provided another example, it was inevitable that the delegates should look to the
Constitution of the United States The Constitution of the United States is the supreme law A constitution is an aggregate of fundamental principles or established precedents that constitute the legal basis of a polity, organisation An organization, or organ ...
as the other major model of a federation within the English-speaking world. It gave just a few powers to the federal government and left the majority of matters within the legislative competence of the states. It also provided that the Senate should consist of an equal number of members from each State while the Lower House should reflect the national distribution of population.
Andrew Inglis Clark Andrew Inglis Clark (24 February 1848 – 14 November 1907) was an Australian founding father and co-author of the Australian Constitution; he was also an engineer, barrister A barrister is a type of lawyer in common law jurisdiction (area), jur ...

Andrew Inglis Clark
, a long-time admirer of American federal institutions, introduced the
US Constitution The Constitution of the United States is the supreme law A constitution is an aggregate of fundamental principles or established precedents that constitute the legal basis of a polity, organisation An organization, or organ ...
as an example of the protection of States' rights. He presented it as an alternative to the Canadian model, arguing that Canada was "an instance of amalgamation rather than Federation." The introduction by Deakin of James Bryce's ''The American Commonwealth'' also had far-reaching influence. The conference in Melbourne ended with an agreement by the delegates that the time for federation had arrived.


Clark's draft constitution

Image:Andrew Inglis Clark.jpg,
Andrew Inglis Clark Andrew Inglis Clark (24 February 1848 – 14 November 1907) was an Australian founding father and co-author of the Australian Constitution; he was also an engineer, barrister A barrister is a type of lawyer in common law jurisdiction (area), jur ...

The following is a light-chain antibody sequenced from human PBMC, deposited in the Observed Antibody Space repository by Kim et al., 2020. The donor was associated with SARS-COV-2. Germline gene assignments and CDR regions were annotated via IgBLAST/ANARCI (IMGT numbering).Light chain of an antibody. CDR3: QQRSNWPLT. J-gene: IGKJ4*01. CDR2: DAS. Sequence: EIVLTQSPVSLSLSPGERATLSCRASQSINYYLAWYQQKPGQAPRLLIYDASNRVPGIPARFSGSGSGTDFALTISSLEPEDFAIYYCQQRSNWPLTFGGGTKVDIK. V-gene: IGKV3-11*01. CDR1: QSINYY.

Andrew Inglis Clark
, circa 1907 Andrew Inglis Clark had given considerable thought towards a suitable constitution for Australia. In May 1890, he travelled to London to conduct an appeal on behalf of the Government of Tasmania before the
Privy Council A privy council is a body that advises the head of state A head of state (or chief of state) is the public persona who officially embodies a state (polity), state#Foakes, Foakes, pp. 110–11 "he head of state He or HE may refer to: ...
. During this trip, he began writing a draft constitution, taking the main provisions of the
British North America Act, 1867 The ''Constitution Act, 1867'The Constitution Act, 1867'', 30 & 31 Victoria (U.K.), c. 3, http://canlii.ca/t/ldsw retrieved on 2019-03-14. (french: Loi constitutionnelle de 1867, originally enacted as ''The British North America Act, 1867' ...

British North America Act, 1867
and its supplements up through 1890, the US Constitution, the Federal Council of Australasia Act, and various Australian colonial constitutions. Clark returned from London by way of
Boston Boston (, ), officially the City of Boston, is the and city of the of in the and 21st . The city proper covers with an estimated population of 692,600 in 2019, also making it the most populous city in . It is the seat of (although the c ...

Boston
, Massachusetts, where he held discussions about his draft with Oliver Wendell Holmes Jr., and
Moncure Conway Moncure Daniel Conway (March 17, 1832 – November 15, 1907) was an American abolitionism in the United States, abolitionist minister. At various times Methodist, American Unitarian Association, Unitarian, and a Freethought, Freethinker, the radic ...
among others. Clark's draft introduced the nomenclature and form which was subsequently adopted: * The Australian Federation is described as the Commonwealth of Australia * There are three separate and equal branches – the Parliament, the Executive, and the Judicature. * The Legislature consists of a House of Representatives and a Senate * It specified the
separation of powers Separation of powers refers to the division of a state State may refer to: Arts, entertainment, and media Literature * ''State Magazine'', a monthly magazine published by the U.S. Department of State * The State (newspaper), ''The State'' ( ...
and the division of powers between the Federal and State governments. Upon his return to Hobart in early November 1890, with the technical aid of W. O. Wise, the Tasmanian Parliamentary Draftsman, Clark completed the final form of the Draft Constitution and had a number of copies printed. In February 1891, Clark circulated copies of his draft to Parkes, Barton and probably Playford as well. This draft was always intended to be a private working document, and was never published.